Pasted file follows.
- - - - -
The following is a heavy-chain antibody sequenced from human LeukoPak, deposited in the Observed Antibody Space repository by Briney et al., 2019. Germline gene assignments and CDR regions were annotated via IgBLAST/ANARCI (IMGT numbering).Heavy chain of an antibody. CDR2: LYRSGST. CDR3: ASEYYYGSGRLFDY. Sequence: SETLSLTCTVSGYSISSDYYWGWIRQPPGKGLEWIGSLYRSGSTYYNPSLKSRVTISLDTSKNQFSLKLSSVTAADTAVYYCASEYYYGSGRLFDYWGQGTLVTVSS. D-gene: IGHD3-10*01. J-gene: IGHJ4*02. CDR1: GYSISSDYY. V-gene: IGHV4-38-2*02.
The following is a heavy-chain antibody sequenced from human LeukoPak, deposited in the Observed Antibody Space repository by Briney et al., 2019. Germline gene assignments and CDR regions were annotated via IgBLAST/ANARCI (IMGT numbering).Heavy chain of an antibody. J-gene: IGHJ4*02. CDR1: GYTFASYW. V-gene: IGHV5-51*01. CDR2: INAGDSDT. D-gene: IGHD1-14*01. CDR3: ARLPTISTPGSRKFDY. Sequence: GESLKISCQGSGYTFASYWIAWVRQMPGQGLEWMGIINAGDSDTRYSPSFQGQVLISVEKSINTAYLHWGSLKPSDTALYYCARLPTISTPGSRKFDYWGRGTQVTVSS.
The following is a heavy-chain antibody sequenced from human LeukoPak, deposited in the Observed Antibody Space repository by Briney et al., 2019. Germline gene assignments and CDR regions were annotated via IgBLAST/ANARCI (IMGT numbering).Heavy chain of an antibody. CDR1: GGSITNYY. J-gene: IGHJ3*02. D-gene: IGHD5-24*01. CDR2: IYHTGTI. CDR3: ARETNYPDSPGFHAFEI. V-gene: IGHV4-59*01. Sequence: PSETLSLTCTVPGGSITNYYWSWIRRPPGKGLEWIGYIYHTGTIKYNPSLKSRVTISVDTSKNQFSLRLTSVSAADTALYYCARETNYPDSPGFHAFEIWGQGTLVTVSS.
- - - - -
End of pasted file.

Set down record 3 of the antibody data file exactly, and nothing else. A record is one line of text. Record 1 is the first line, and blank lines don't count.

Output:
The following is a heavy-chain antibody sequenced from human LeukoPak, deposited in the Observed Antibody Space repository by Briney et al., 2019. Germline gene assignments and CDR regions were annotated via IgBLAST/ANARCI (IMGT numbering).Heavy chain of an antibody. CDR1: GGSITNYY. J-gene: IGHJ3*02. D-gene: IGHD5-24*01. CDR2: IYHTGTI. CDR3: ARETNYPDSPGFHAFEI. V-gene: IGHV4-59*01. Sequence: PSETLSLTCTVPGGSITNYYWSWIRRPPGKGLEWIGYIYHTGTIKYNPSLKSRVTISVDTSKNQFSLRLTSVSAADTALYYCARETNYPDSPGFHAFEIWGQGTLVTVSS.